Reviewed and interviewed: Novice Cup 2013

7cby Rob Berkeley

Every year, Durham’s newest rowing crews take to the River Wear in a festival of college oarsmanship. As is traditional, this year’s competition provided a thrilling blend of endeavour and mayhem.

At dusk on Sunday evening, St. John’s College emerged triumphant, having won the women’s Hazel Scott Aiton trophy and both Plate competitions, and were only denied a clean sweep by John Snow, whose dynamic men’s four took home the Novice Cup.

As usual, the standard of rowing on show varied greatly – but this only adds to the endearing nature of the competition itself. There were numerous close battles in which collegiate rivalry reigned, but equally exciting were races in which trailing boats were gifted victory through huge errors by their opposition.

Such mistakes became rare come Sunday though, as the best fresher crews entered the semi-finals. Here, the success of St. John’s became apparent, the small Bailey college contributing two boats to the remaining four in each draw.

Remarkably, both John’s female crews progressed to the final, and here they treated the gathering crowd to the closest encounter of the weekend. Neck and neck the entire course, their oars clashed under Bath’s bridge, leaving John’s Wellington stranded as their colleagues in the Rosser boat took the women’s trophy.

Progressing to the men’s final, the St. John’s Perry four had the task of defeating the powerful Humby boat of John Snow if they were to claim the two main trophies. They were denied, however, by the dominant Snow crew, who deservingly retain the Novice Cup.


 

Palatinate had a word with members of St. John’s and John Snow BC execs after the event, to find out the reasons behind their success.

albrow-owenCTom Albrow-Owen – SJCBC Club Captain

John’s took numerous crews through to the latter stages. Why has your novice development been so successful?

To give a boring answer, a lot of hard work and great club spirit. The target was to win convincingly and both the crews and coaches showed a huge amount of determination to make sure we achieved that. Being one of the smallest Durham colleges we don’t have numbers on our side, so we have to make up for that with quality.

We’re quite ruthless with our squad selection and we focus the majority of our time on technique training as opposed to fitness to make sure all our crews are rowing neatly and efficiently.

Have you done anything differently this year?

We always do all our coaching ourselves with some of our most experienced senior rowers and, having won the women’s cup three times in the last four years, we didn’t feel we needed to change much – we did have a slightly larger fresher intake this year, but I can’t say that made much difference.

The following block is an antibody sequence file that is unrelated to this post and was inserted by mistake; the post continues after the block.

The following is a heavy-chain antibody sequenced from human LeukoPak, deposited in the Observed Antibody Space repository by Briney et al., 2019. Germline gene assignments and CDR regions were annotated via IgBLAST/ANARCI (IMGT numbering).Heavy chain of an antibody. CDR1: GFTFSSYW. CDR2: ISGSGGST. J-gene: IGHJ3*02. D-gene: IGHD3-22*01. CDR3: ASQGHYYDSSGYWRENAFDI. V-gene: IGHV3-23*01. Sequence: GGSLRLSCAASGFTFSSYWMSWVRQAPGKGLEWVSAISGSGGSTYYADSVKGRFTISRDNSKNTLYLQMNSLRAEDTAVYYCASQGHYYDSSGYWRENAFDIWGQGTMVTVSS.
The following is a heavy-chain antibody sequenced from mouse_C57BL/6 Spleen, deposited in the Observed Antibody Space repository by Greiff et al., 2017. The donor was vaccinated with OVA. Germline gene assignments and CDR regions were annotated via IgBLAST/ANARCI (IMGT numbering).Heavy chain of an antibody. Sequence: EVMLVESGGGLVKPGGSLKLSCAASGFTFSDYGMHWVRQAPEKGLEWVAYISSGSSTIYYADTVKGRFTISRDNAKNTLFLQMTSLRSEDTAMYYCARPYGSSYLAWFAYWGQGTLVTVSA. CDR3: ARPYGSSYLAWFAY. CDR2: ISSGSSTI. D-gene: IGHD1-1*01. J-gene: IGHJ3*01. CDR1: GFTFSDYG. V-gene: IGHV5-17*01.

However when selecting and in training, we did try to give our crews equal treatment this time, as opposed to having one or two top boats.

Did you expect such a level of success?

Our crews were looking fairly impressive during training so I was pretty confident we’d be successful to some degree, but I could never have predicted we’d do quite so well.

mahendranjab

Arvind Mahendran – JSCBC Men’s Captain

James Anscombe-Bell – JSCBC Freshers’ Captain

No-one could get near your winning crew. Did you expect this? Was it a result of having some talented freshers, or a particularly intensive Novice Development programme?

JAB: I don’t think you can realistically expect any result at Novice Cup, as virtually anything can happen. However, given the amount of training we had done, I was quietly confident. We were fortunate as we were able to train on the water four times in the week before the event, which gave us a large advantage.

AM: It was down to a mix of both. We had very committed freshers who were enthusiastic and very dedicated to the programme James and I conducted. James stroked the winning crew last year so he was determined to repeat his success. We used to train them twice a week – training levels weren’t abnormal.

JAB: Also, rowing on the Tees rather than the Wear is a big advantage. The river is wider and we can paddle for miles before we have to turn.

AM: The length of the Tees allows many boats to train without getting in the way of others and allows longer training which allowed our crews to work on the balance of their boat.

We knew we had a good chance of doing well but we were taken aback at how well we did not only in the overall competition, but in individual races where we were able to control things quite early.

Retaining the men’s Cup is a real achievement. What has allowed you to achieve this?

AM: This really was a team effort, and the social side of the club definitely helped integrate the freshers into the club, and gave them a sense of pride and belonging which helped to provide drive. Another factor was the commitment of seniors to coxing and coaching the crews.

JAB: Without such a committed crew, the result would have been very different. They quickly took everything on board so they were very easy to coach. Our success was caused by a mix of having talented guys in the boat and many hours of training – we trained a lot harder this year than last.

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